Know It's Over
The time right after a breakup is especially painful, but it's critical to face the facts instead of holding on to false hope. You may save yourself some small amount of grief initially if you convince yourself the relationship isn't necessarily over for good, but in the long run you are only hurting yourself more. It may hurt worse at first, but ultimately you will speed up your emotional recovery significantly if you take a realistic viewpoint on the breakup from the beginning.
The end of a relationship does not mean the end of living, and everyone in your life will gladly remind you of that fact if you are willing to turn to them in your time of need. You may feel the need to spend time alone after a hard breakup, isolating yourself from others and grieving alone. While some time to yourself may benefit you, don't forget that you have people in your life, like your friends and family, who are more than happy to help you get through the tough time.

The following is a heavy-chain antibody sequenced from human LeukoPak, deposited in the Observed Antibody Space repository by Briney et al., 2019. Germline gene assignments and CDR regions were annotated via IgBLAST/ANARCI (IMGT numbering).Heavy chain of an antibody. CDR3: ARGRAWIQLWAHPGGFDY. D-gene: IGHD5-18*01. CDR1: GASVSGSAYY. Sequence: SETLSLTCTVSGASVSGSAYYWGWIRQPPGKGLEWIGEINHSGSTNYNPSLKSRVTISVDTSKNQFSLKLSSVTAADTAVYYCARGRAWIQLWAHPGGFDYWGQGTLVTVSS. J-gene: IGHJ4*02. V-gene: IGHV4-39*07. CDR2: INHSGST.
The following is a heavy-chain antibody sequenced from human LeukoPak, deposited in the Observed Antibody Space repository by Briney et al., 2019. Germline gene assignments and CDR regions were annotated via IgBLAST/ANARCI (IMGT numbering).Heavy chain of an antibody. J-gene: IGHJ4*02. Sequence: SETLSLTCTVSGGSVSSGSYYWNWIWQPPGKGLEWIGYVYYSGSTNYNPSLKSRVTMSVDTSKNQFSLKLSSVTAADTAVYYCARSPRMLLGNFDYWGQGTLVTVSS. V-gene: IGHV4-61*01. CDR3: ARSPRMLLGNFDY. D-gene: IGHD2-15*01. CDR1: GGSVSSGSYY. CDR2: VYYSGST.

Develop New Interests
Don't see a breakup exclusively as an end; it's also a chance to start anew. Chances are you have extra time for yourself after the end of a relationship, so spend it productively instead of mourning over your loss. Start exercising regularly, read books about a subject that you have always wanted to know more about, or pick up a challenging new, mentally stimulating hobby. Viewing the breakup as a fresh start in life helps to keep your mind focused on the positives of the future rather than the negatives of the past.
When a loving relationships comes to an abrupt end, often there is not a chance to end it with a sense of closure. Part of your emotional pain may come from how the relationship ended rather than the simple fact that it ended. Perform a farewell ritual on your own that gives you an opportunity to make peace with the breakup, even if it's something as simple as lighting a candle and wishing your former significant other the best or throwing out old keepsakes from your relationship.